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Fight to keep County Rd. 91 open goes to Environmental Review Tribunal

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In Clearview
Feb 22nd, 2016
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By Don Crosby Owen Sound Sun Times

Grey Highlands council is expected to reveal on Thursday how it will participate in a hearing before the Environmental Review Tribunal later this spring.

The tribunal will hear an appeal by Clearview Township of the Niagara Escarpment Commission’s denial of its request for a permit to rebuild Clearview Township Sideroad 26-27.

“Grey Highlands has to do something,” said Mayor Paul McQueen who stressed that any decision by council at its Feb. 25 meeting would be to support a motion passed by the former council in 2010 strongly opposing the closing of Simcoe County Road 91, a major transportation between Grey and Simcoe counties, without replacing it with an equivalent road.

In its Nov. 19 decision not to grant Clearview Township’s application for a development agreement to upgrade Sideroad 26-27, the NEC board said the proposed upgrade plans did not meet the test of being ‘essential’ as defined in the Niagara Escarpment Plan, and it would clash with the NEP’s land-use designations for escarpment natural area, and escarpment protection area.

According to the November decision, the development of the road would “cause environmental harm, in particular to cold water streams and would damage steep escarpment slopes.”

Sideroad 26-27 in Clearview Township is currently considered a ‘summer’ road, and upgrading it to one that can be used year-round is part of the agreement that allowed Walker Aggregates to close part of Simcoe County Road 91 as part of plans to expand its quarry operations.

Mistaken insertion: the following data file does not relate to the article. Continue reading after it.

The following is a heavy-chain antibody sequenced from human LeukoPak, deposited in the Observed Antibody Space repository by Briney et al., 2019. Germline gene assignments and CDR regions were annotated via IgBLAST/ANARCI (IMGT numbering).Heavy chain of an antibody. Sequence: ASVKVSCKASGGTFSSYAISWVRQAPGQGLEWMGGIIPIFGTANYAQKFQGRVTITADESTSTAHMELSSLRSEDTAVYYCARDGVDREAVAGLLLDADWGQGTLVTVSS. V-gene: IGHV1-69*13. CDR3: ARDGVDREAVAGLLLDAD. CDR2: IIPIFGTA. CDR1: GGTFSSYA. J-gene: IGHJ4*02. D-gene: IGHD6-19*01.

Grey County’s Transportation and Public Safety committee last week recommended that county council support Grey Highlands involvement in the hearing, subject to a favourable report from the county planning department.

Clearview Township resident Wendy Franks, is challenging the legality of the road settlement agreements between Walker Industries, Clearview and Simcoe.

Any time a municipality decides to sell publicly owned property it must be declared surplus to the needs of the community.

Franks told about three dozen people at a public meeting on Saturday in Singhampton that she plans to challenge the decision to declare County Road 91 no longer essential and replace it with a far less suitable gravel; a kilometre to the north that is not open in the winter.

“You have this road with hundreds of vehicles a day that is supposedly surplus to the needs of the community meanwhile you have another road that gets maybe five cars a day that goes through the most ecologically diverse parts of our province and this is supposed to be essential to the needs of the community,” she said.

Franks is also challenging the township’s decision to sell part of Simcoe County Road 91 without getting a fair market value assessment and without holding public meetings prior to making a decision

“That violates the municipal act,” she said.